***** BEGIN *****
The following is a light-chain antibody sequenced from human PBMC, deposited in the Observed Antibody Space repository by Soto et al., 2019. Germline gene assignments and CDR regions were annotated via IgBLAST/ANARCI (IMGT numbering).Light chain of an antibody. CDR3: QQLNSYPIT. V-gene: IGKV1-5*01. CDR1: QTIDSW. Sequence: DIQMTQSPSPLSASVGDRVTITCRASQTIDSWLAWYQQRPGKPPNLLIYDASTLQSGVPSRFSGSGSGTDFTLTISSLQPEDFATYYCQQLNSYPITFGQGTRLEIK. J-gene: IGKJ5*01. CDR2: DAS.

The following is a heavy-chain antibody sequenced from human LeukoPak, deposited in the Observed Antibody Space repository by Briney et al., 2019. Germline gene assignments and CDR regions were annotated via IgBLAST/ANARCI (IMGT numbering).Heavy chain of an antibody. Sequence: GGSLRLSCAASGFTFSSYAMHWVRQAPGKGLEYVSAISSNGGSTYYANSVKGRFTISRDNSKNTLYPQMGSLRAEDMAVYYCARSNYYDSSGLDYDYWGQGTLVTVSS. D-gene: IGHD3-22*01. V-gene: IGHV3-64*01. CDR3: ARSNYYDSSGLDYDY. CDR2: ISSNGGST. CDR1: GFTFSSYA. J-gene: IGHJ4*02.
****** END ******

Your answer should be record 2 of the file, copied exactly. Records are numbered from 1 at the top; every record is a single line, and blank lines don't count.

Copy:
The following is a heavy-chain antibody sequenced from human LeukoPak, deposited in the Observed Antibody Space repository by Briney et al., 2019. Germline gene assignments and CDR regions were annotated via IgBLAST/ANARCI (IMGT numbering).Heavy chain of an antibody. Sequence: GGSLRLSCAASGFTFSSYAMHWVRQAPGKGLEYVSAISSNGGSTYYANSVKGRFTISRDNSKNTLYPQMGSLRAEDMAVYYCARSNYYDSSGLDYDYWGQGTLVTVSS. D-gene: IGHD3-22*01. V-gene: IGHV3-64*01. CDR3: ARSNYYDSSGLDYDY. CDR2: ISSNGGST. CDR1: GFTFSSYA. J-gene: IGHJ4*02.